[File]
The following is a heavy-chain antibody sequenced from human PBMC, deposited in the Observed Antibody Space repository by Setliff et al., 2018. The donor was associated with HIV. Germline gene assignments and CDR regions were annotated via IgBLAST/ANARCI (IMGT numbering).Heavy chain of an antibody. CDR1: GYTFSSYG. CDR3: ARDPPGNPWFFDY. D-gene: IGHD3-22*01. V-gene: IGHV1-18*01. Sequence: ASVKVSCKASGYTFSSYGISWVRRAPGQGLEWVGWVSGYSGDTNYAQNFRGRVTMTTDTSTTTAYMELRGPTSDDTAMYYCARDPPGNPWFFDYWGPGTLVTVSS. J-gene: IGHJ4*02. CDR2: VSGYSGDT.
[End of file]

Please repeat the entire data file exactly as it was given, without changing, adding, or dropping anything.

The following is a heavy-chain antibody sequenced from human PBMC, deposited in the Observed Antibody Space repository by Setliff et al., 2018. The donor was associated with HIV. Germline gene assignments and CDR regions were annotated via IgBLAST/ANARCI (IMGT numbering).Heavy chain of an antibody. CDR1: GYTFSSYG. CDR3: ARDPPGNPWFFDY. D-gene: IGHD3-22*01. V-gene: IGHV1-18*01. Sequence: ASVKVSCKASGYTFSSYGISWVRRAPGQGLEWVGWVSGYSGDTNYAQNFRGRVTMTTDTSTTTAYMELRGPTSDDTAMYYCARDPPGNPWFFDYWGPGTLVTVSS. J-gene: IGHJ4*02. CDR2: VSGYSGDT.